by Ben Galley
mother picked out were long gone, the white ones with the little cornflower patterns pasted on them by a careful designer
sat in some Swedish office far away in a place we never went.

The wind is cold, and threatens to dislodge me while I wait, so I decide to retreat to the safety of a branch nearer the
trunk. Clouds scatter across the grey sky and run fearfully from the approaching storm. At least it isn’t raining any-
more, I think to myself, but through the flapping leaves I can still see the dark clouds on the far horizon. The night
before had been terrible, with that disgusting type of wind-driven rain that hits you in the face like a thousand liquid
hammers. Two boys from across the street are playing with a hose, only gods know why in this unfriendly autumn
weather, but still their childish shrieks floated on the wind to where I hid unseen in the branches of our oak tree. A brief
gust of wind tugs at me again and I hold on tightly with both of my feet.

I built that house, every stick and stone of it, wooden frames, doors and window sills. It’s a nice area too, a strange old
couple across the way but they’re nice enough. I can see their twitching curtains from here. I wonder with curiosity at the
blue car that had taken up residence in my drive. Strange, I noticed, as humans how much we fear change. Seems so
bizarre to me now.

Movement in my house. I shiver and hold on to the tree a little tighter. The house is dark inside and no lights are on yet,
but I think I see a shape moving around in our bedroom. The figure stoops and picks up something that looks like a stray
sock. It’s you. I can tell from the way you move around in little bursts of movement, pausing and then moving again like
a little bubble of energy. Your hair is longer now and I can make out that you’re wearing those clothes that you always
wear around the house, like that old t-shirt I bought you in France.

I let the wind rustle my feathers. I think I can hear a clang in the garage above the howling wind. The old tree must be
almost breaking under the stress; the pain was audible in the creaks and moans of the old, oak wood but still I cling on to
the wet branch.

Another shape joins you, a bigger man-shape, still dark in the bedroom that you decorated. You always said that blue and
brown together, I preferred red, but obviously I let you win, so you painted it blue to go with our expensive brown
sheets. I narrowed my little beady eyes and just watched, a darkening curiosity growing under my hollow bones.
He touches you gently and I swear I can hear the laughter. It’s probably just my imagination or the boys across the
street. My old life continues to play out on a muted TV screen as I watch from my tree. Something is different now; it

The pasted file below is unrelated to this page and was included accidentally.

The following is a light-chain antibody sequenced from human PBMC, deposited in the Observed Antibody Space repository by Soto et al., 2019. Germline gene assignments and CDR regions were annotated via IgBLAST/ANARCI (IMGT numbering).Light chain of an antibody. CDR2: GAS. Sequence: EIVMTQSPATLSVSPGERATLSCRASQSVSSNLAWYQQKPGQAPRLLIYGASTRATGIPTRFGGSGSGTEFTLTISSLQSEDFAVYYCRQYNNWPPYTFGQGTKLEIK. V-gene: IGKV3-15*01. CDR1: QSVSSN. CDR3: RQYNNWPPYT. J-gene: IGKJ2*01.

feels strange and odd to be here one last time. How many times have I done this now? I ask myself.

I watch this uninvited man I don’t even know run his hands up the woman I once knew intimately. I shudder and my
wings flap involuntarily. I’m cold, and I’m starting to feel the wind slowing my heart beat, despite the activities in my
bedroom. I can see you laugh from my hiding place behind the leaves, showing off that brilliant white smile of yours. As
the two of you move around the room I wonder if you ever got that promotion down in the city, and if that colleague of
yours is still bothering you like he used to.

The man-shape turns on the light on the bedside table and one of my questions is instantly answered. The same man you
complained so often about to me is now standing in my bedroom holding my wife, that guy from resources you said was a
bit too “touchy”. I love irony, even though my understanding of it has become a little lost recently. I am starting to lose a
lot these days, like the memories of us, the accident in the river so long ago, and not only the big things either, even the
little memories and intrinsic things that you take for granted: pin numbers, tying shoelaces, the smell of petrol and my
own birthday. I suppose I have two of those now anyway and I think blithely how many more I’ve forgotten.

This is why I came back, to find you and see your hazy face again. But this isn’t my life; it’s someone else’s now, two
strangers in a room in a house that a man once built. I feel like leaving, but my little eyes can’t tear themselves away just

I stay for an hour, maybe two, watching you wander around the house doing chores. Once you come outside to check if
that new blue car was locked. It was and you hurry back inside shivering in the old t-shirt and golden hair blowing wildly
in the wind.

Just before the storm arrives, I decide to go. I test my little wings and rummage through my red feathers with my short
yellow beak. One comes loose and flaps wildly, so I quickly pull it free and hold it tight like a seed in my strong mouth.
With a short run and a little flap I make it to that window sill I think I sanded and painted all those years ago. And I poke
the feather under the lip of the window, tapping at the wood until the feather sticks, a bright red flag fluttering on our
house. And with that, I sigh and flap off into the grey skies just as the first drop of autumn rain touched on my lawn.